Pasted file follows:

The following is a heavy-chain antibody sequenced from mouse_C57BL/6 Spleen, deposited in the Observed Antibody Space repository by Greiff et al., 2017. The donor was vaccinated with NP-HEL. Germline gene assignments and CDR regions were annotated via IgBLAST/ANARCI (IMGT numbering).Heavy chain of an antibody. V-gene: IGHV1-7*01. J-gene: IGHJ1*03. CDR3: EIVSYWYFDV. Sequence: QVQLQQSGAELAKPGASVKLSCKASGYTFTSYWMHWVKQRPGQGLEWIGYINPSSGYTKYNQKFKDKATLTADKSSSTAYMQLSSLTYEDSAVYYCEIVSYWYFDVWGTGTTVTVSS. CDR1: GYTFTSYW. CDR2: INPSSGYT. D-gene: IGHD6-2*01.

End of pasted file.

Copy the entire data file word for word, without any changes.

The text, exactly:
The following is a heavy-chain antibody sequenced from mouse_C57BL/6 Spleen, deposited in the Observed Antibody Space repository by Greiff et al., 2017. The donor was vaccinated with NP-HEL. Germline gene assignments and CDR regions were annotated via IgBLAST/ANARCI (IMGT numbering).Heavy chain of an antibody. V-gene: IGHV1-7*01. J-gene: IGHJ1*03. CDR3: EIVSYWYFDV. Sequence: QVQLQQSGAELAKPGASVKLSCKASGYTFTSYWMHWVKQRPGQGLEWIGYINPSSGYTKYNQKFKDKATLTADKSSSTAYMQLSSLTYEDSAVYYCEIVSYWYFDVWGTGTTVTVSS. CDR1: GYTFTSYW. CDR2: INPSSGYT. D-gene: IGHD6-2*01.